Sometimes, we see fig trees growing on pavements or even in cracks on walls. The seeds were carried there not by the wind, but by birds which fed on the fruit then dispersed the seeds through their droppings. A fig can grow even on the branch of a tree, where it grows as a seemingly harmless epiphyte, drawing sustenance from leaf detritus. During the early stage of its life, it grows slowly, gradually extending its roots downward or around the host tree's main trunk. Once the roots reach the ground, the fig grows with increased vigour and surrounds the trunk of the host tree with more roots, strangling it until it dies, leaving the fig standing in its place.
Seeds also can be dispersed by water. The most remarkable example is the coco de mer, which has the largest seed in the plant kingdom.
It is endemic to the Seychelles, where fruits that fell from the tree ended up in the sea and drifted eastwards to Maldives, where they were gathered from the beaches and grown as an important crop. It was in Maldives where the tree was first found, and given the scientific name Lodoicea maldivica, or Maldive coconut. It was only much later, when Seychelles was discovered and it was established that coco de mer in fact originated there, that the palm became known as Seychelles coconut, but the scientific name remained.
We in Thailand, however, are more familiar with the coconut (Cocos nucifera). When ripe, the fruit has a very thick, fibrous husk that enables it to float for long distances in the sea. It can germinate if cast well above the shoreline during high tide, which is probably the reason why coconut trees can sometimes be seen growing along coastlines even on uninhabited islands. Another remarkable fruit is that of the Rhizophora, a kind of mangrove tree common in Thailand. The fruit is not large and contains only one seed, which begins to germinate while still inside the fruit. The roots of the seedling pierce the skin of the fruit and hang downwards, and once the seedling is fully grown, it separates itself from the fruit and drops off. If the tide is low when it falls, the roots are embedded in the mud and the seedling is planted. If the tide is high, the seedling falls into the water and is carried away by the waves.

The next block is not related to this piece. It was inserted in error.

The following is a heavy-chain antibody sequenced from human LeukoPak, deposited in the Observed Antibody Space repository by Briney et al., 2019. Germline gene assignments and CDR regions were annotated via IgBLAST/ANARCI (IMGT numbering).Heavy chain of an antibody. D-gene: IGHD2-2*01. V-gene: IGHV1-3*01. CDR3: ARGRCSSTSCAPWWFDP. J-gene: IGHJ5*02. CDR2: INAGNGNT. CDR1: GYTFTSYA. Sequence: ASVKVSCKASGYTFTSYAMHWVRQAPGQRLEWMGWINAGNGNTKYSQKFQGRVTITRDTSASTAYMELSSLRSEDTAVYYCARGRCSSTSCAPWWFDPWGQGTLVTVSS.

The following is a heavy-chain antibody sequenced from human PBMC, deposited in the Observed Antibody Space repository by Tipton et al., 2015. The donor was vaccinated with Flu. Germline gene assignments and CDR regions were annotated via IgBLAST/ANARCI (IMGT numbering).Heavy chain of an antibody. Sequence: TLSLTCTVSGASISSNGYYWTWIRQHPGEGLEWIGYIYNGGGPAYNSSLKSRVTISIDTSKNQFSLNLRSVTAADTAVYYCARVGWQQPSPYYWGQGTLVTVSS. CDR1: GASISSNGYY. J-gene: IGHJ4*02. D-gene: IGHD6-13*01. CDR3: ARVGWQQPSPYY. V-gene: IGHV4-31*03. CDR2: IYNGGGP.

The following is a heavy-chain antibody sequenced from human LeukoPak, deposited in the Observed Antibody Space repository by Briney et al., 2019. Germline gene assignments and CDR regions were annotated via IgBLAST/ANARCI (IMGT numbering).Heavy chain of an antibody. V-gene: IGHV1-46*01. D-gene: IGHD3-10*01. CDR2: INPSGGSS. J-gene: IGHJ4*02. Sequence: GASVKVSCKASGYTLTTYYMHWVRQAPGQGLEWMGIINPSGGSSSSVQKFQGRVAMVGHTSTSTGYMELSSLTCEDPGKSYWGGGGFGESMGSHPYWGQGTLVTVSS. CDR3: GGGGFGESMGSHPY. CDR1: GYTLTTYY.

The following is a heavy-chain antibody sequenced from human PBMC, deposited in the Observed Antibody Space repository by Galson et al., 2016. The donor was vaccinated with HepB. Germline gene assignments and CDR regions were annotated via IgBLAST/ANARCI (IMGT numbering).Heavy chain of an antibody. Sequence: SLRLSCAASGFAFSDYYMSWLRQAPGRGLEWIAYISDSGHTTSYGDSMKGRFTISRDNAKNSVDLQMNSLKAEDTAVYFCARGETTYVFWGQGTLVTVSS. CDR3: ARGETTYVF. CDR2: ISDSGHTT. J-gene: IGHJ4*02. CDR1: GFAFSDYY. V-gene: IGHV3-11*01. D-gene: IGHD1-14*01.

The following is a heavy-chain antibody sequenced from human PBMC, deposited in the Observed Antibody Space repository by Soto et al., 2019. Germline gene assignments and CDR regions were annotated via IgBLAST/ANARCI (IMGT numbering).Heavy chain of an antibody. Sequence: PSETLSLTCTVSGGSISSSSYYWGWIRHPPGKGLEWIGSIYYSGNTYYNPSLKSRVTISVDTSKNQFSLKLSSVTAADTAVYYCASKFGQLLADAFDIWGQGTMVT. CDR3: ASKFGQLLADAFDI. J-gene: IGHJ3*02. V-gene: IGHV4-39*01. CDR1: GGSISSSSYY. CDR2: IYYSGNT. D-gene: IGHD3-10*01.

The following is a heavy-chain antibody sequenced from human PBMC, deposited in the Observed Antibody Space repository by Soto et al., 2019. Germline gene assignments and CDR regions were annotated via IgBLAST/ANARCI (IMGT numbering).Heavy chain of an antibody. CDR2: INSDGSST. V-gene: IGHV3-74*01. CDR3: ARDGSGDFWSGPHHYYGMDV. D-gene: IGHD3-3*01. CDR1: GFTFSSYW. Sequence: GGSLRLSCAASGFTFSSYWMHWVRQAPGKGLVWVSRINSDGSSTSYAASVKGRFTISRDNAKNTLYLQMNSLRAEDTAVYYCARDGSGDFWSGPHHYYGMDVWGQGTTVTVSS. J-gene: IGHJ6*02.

Last week I was in Phuket and visited a friend who owns a tree plantation. As we walked around to see her trees, I noticed seeds of the weed known in Thai as ya chao choo clinging on our pants. As the rains have not yet abated in the South, I am sure the seeds will grow where they were discarded. The greatest seed dispenser of all is man, and the reason there's a wide diversity of ornamental plants in Thailand is that since the time of King Rama V, who was an avid plant lover, Thai enthusiasts have been bringing home plants and seeds from their travels abroad. During her visit to Seychelles, my friend brought home a coco de mer nut which she planted in her garden in Phuket. Only four leaves have so far emerged from the ground, yet the plant is already several metres high. A fully grown leaf with its stalk alone is more than twice the height of man. However, it will take 25 years for the tree to bear fruit _ if it is a female, that is _ and be propagated for others to enjoy as well.